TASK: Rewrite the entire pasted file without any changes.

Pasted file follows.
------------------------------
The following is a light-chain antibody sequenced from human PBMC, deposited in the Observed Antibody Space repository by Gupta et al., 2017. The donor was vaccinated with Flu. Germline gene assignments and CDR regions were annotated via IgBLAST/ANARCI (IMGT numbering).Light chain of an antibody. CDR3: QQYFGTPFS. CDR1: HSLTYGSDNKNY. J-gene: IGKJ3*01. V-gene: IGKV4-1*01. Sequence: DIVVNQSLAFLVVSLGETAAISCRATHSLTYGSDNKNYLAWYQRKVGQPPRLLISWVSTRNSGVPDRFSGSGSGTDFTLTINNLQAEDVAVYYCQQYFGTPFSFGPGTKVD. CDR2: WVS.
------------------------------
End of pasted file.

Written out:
The following is a light-chain antibody sequenced from human PBMC, deposited in the Observed Antibody Space repository by Gupta et al., 2017. The donor was vaccinated with Flu. Germline gene assignments and CDR regions were annotated via IgBLAST/ANARCI (IMGT numbering).Light chain of an antibody. CDR3: QQYFGTPFS. CDR1: HSLTYGSDNKNY. J-gene: IGKJ3*01. V-gene: IGKV4-1*01. Sequence: DIVVNQSLAFLVVSLGETAAISCRATHSLTYGSDNKNYLAWYQRKVGQPPRLLISWVSTRNSGVPDRFSGSGSGTDFTLTINNLQAEDVAVYYCQQYFGTPFSFGPGTKVD. CDR2: WVS.